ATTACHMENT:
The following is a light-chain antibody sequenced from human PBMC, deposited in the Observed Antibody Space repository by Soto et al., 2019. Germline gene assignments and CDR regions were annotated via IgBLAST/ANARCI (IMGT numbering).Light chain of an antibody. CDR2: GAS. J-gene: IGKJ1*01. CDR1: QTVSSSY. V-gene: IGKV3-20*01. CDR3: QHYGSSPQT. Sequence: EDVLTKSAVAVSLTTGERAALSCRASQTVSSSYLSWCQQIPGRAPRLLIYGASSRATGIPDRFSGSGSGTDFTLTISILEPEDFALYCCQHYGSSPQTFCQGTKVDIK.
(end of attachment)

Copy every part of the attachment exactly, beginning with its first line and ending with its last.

The following is a light-chain antibody sequenced from human PBMC, deposited in the Observed Antibody Space repository by Soto et al., 2019. Germline gene assignments and CDR regions were annotated via IgBLAST/ANARCI (IMGT numbering).Light chain of an antibody. CDR2: GAS. J-gene: IGKJ1*01. CDR1: QTVSSSY. V-gene: IGKV3-20*01. CDR3: QHYGSSPQT. Sequence: EDVLTKSAVAVSLTTGERAALSCRASQTVSSSYLSWCQQIPGRAPRLLIYGASSRATGIPDRFSGSGSGTDFTLTISILEPEDFALYCCQHYGSSPQTFCQGTKVDIK.